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Thoughts on Open Access

November 22nd, 2009 by Maura A. Smale · No Comments

Last month for Open Access Week our library hosted a program on OA scholarly journal publishing for faculty, complete with spiffy orange buttons (suitable for Halloween wearing, too!). It was a great discussion, but since I’ve written about it elsewhere I won’t repeat it here.

I’ve found myself mulling over open access off and on ever since. Most of the time when I think about OA publishing it’s about academic journals, but of course publishing’s not a monolith. There are lots of materials relevant to academic work that are published in traditional ways, and there will likely be different models needed to successfully convert them to OA.

Scholarly Journals:
Discussion about journals seems to make up most of the conversation about open access scholarly publishing, and in some ways it’s the easiest transformation to imagine. Partly that’s because there are already longstanding examples of well-respected, peer-reviewed OA scholarly journals (yes, First Monday, I’m looking at you). But I also think that the economics of scholarly journal publishing favor open access in the long run. It’s an old saw that bears repeating: as scholars, we are compensated by our institutions for responsibilities that include performing original research (often funded by grants which we must work to acquire), writing up and disseminating the results of that research, and serving as peer-reviewers and editors of scholarly journals. In the traditional publishing model we then give our copyright away to the publishers, who sell those journals back to our libraries. Our institutions pay twice for the results of our research.

There are a number of different funding models for open access scholarly journals. University and college presses or libraries can host journals using the free and open source Open Journal Systems. Journals might also charge author fees; researchers can apply for grant funding to defray the fees or institutions can subsidize these costs for their faculty. Many open access journals are currently published using one of these models, and I’m sure the number will only increase.

Textbooks:
Open access textbooks are a little trickier, though I’m a big proponent of them for a variety of reasons. Textbooks are incredibly expensive, both for students and for libraries. We buy a fair number of textbooks in my library and it’s so frustrating to have to get new editions every few years which may not even be all that different from the old editions (but of course we have to buy the edition that faculty are using).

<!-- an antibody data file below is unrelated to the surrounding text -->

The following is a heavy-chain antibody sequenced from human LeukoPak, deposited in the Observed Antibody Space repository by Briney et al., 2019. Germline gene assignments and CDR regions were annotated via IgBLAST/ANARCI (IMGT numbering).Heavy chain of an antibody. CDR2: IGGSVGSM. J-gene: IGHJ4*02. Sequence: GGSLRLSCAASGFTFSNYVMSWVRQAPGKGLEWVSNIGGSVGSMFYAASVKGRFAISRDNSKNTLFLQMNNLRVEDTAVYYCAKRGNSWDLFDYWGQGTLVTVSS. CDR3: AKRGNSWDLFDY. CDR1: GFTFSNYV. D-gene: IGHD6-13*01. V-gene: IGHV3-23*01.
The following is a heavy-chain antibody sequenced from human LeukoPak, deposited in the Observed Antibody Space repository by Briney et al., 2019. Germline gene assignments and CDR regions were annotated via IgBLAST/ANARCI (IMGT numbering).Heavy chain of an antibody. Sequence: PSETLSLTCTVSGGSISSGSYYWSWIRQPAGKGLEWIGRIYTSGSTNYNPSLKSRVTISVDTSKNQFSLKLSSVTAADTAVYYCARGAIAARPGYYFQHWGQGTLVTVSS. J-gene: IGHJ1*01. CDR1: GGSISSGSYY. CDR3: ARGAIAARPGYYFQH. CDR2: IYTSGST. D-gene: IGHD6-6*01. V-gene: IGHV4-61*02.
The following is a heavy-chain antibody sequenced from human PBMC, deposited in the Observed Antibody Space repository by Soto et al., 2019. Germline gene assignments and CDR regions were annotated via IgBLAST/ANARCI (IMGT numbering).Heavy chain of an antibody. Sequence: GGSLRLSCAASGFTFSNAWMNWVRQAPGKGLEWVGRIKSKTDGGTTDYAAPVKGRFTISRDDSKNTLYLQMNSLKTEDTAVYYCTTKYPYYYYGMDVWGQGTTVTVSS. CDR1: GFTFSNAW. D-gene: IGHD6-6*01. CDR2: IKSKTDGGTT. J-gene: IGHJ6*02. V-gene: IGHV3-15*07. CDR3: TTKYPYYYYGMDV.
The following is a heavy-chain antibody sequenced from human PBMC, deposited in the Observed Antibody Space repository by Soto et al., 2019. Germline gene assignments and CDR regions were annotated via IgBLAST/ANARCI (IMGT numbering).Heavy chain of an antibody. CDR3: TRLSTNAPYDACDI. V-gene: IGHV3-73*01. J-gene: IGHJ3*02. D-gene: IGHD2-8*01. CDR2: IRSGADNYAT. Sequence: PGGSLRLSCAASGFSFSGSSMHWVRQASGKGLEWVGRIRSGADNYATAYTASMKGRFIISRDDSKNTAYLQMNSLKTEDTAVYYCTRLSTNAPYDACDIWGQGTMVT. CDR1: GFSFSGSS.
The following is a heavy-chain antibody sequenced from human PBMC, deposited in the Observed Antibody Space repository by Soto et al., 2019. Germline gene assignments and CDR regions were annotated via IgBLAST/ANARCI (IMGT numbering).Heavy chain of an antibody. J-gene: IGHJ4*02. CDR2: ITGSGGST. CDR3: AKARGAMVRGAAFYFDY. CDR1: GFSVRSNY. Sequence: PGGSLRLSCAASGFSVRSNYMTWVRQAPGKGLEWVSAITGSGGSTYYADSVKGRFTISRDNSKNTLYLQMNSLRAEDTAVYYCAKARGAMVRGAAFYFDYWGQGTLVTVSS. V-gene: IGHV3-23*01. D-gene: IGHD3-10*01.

Open access textbook/course material repositories are springing up all over the internet recently, definitely a positive development. I know that many faculty write textbooks and derive some income from them. But I think there’s more to be gained by sharing our curricular materials, especially at public universities. Freely-available textbook modules could be peer reviewed, and the community of researchers could discuss and refine them. I think the Community College Consortium for Open Educational Resources says it best: “When educators pool their expertise to create a culture of shared knowledge, everyone benefits.”

Scholarly Monographs:
Many of the same publication issues for textbooks also apply to scholarly books, especially in that researchers do profit from their sale. But many monographs don’t have a huge print run, and university and other scholarly presses have felt the squeeze of tightened budgets recently, too.

A hybrid print/digital model might be a good strategy for scholarly monographs. Earlier this year the University of Michigan and the Open Humanities Press announced a partnership to publish a series of scholarly monographs. Digital versions of the books will be freely available online, but paperback versions will also be available for sale. Recent advances in print-on-demand technology makes this distribution model much more feasible than previously.

Ultimately I’m in favor of open access for most academic materials. As a researcher, I’m eager for lots of other scholars to read my work. As a public employee, I’m sensitive to the fact that taxpayer money helps pay my salary. And as a teacher, I’d like my students to have access to a wide range of quality information from many sources. Open access publishing encourages the dissemination of scholarship to the widest possible audience, to the great benefit of researchers, students, and the public.

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